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How to Make Agile Retrospectives Fun

Retrospectives are some of the most important events in an agile team's work. Everyone has a chance to present their thoughts on the last sprint and start bigger discussions about how to improve the organization. Done right, retros are productive and get broad buy-in from team members. However, not everyone finds them useful. For some, they can be time-sucks and can distract people from their daily tasks. Making sure your retros are both fun and productive is essential to continuous improvement. Agile retrospectives should be the meeting we look forward to and get excited about. But is it possible to improve the retrospective? In this post, I will try to show you that retrospectives can be fun.

What is a Retrospective?

A retrospective is an event in which the processes, tools, and interactions between members of the scrum team are inspected. In addition, the scrum team has a great opportunity to discuss the situations that took place during the past sprint and require a conclusion. The duration of the retro depends on the length of the sprint — during a bi-weekly sprint, you should allocate a set time limit for the retrospective. The whole team then can develop a plan to implement improvements or experiments that are to improve the team's productivity, and thus have a positive impact on the value of the developed product. Unfortunately, the pandemic situation thwarted many plans and limited live meetings.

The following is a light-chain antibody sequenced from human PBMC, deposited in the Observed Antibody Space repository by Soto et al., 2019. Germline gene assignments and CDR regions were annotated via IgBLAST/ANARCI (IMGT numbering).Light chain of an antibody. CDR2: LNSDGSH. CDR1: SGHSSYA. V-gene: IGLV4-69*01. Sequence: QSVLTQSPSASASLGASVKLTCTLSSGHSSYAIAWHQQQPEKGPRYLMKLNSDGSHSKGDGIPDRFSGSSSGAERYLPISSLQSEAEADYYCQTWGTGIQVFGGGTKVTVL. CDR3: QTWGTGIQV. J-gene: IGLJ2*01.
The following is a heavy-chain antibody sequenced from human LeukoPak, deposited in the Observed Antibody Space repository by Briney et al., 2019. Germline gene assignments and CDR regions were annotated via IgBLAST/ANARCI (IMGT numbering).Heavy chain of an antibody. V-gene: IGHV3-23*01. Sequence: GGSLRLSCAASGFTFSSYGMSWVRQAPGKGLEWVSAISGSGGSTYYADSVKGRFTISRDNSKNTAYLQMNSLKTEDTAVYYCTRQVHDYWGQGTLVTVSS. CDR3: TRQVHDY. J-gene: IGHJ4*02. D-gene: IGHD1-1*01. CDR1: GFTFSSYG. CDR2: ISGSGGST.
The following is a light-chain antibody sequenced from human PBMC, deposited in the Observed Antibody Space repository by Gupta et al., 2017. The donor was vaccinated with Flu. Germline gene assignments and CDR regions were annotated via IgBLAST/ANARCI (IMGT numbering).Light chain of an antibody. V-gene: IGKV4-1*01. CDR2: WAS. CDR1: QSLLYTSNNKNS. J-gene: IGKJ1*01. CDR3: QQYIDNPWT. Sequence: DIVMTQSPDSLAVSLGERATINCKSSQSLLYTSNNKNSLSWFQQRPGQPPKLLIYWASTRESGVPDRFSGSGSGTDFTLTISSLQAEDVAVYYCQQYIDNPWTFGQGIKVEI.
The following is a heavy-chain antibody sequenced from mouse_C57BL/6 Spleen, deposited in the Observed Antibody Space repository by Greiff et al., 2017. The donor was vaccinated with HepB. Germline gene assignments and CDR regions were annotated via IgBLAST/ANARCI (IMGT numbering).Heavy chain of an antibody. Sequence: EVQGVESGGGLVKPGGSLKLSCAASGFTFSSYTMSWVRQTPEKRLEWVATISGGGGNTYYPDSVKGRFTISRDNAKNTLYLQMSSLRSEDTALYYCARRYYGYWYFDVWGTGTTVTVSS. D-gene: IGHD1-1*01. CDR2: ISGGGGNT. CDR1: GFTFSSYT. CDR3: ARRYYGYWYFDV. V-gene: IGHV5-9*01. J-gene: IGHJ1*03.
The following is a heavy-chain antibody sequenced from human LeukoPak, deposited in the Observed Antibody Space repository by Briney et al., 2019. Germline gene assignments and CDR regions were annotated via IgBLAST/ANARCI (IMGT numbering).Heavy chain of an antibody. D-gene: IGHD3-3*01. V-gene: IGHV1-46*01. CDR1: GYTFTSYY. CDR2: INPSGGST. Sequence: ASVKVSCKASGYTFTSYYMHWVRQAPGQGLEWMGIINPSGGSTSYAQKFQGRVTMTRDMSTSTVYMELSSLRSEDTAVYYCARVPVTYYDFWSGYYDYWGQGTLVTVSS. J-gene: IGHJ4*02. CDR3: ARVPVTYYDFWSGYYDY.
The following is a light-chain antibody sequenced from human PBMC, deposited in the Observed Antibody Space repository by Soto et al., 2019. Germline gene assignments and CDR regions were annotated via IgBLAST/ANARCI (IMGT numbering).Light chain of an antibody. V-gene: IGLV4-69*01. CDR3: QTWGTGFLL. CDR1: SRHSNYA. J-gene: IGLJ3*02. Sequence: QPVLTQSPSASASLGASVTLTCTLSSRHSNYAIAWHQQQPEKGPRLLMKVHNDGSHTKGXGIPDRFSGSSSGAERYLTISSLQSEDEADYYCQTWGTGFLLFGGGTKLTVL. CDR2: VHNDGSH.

Fortunately, we have access to many tools that allow for very good cooperation of all team members despite the limitations. However, it is not the tools that are the key to success, but the attitude of the meeting participants. Therefore, it is worth making the retrospectives interesting and inspiring. The improvement plan should be implemented in the next iteration, which will make the work more effective and at the same time more fun. This last point is often overlooked in retrospective work. It is believed that it is not appropriate to talk about the fun part of work.

What makes a retro effective? 

First of all, the purpose of the retrospective is clearly marked. At the beginning of each meeting, it’s worth remembering why we are meeting and what the outcome of the retrospective is. Such an introduction helps create an atmosphere of mutual trust, which allows members of the scrum team to feel comfortable and open up to discussions about their observations and feelings. It is a good idea to discuss both the successes of the sprint and the elements that need improvement. However, facilitation is key. Make sure that during the meeting participants can present their opinions and that other team members hear their statements. Engage the team to talk and share their point of view.